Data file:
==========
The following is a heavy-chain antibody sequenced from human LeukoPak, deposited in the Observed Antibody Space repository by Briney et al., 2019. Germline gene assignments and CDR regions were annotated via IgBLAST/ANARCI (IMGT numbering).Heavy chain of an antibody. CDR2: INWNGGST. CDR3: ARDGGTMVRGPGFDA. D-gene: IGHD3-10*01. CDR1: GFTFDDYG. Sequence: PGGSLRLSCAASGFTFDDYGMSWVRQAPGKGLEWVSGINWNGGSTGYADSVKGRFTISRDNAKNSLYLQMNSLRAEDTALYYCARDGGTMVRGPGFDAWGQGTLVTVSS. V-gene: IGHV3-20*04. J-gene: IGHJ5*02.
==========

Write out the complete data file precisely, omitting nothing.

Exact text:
The following is a heavy-chain antibody sequenced from human LeukoPak, deposited in the Observed Antibody Space repository by Briney et al., 2019. Germline gene assignments and CDR regions were annotated via IgBLAST/ANARCI (IMGT numbering).Heavy chain of an antibody. CDR2: INWNGGST. CDR3: ARDGGTMVRGPGFDA. D-gene: IGHD3-10*01. CDR1: GFTFDDYG. Sequence: PGGSLRLSCAASGFTFDDYGMSWVRQAPGKGLEWVSGINWNGGSTGYADSVKGRFTISRDNAKNSLYLQMNSLRAEDTALYYCARDGGTMVRGPGFDAWGQGTLVTVSS. V-gene: IGHV3-20*04. J-gene: IGHJ5*02.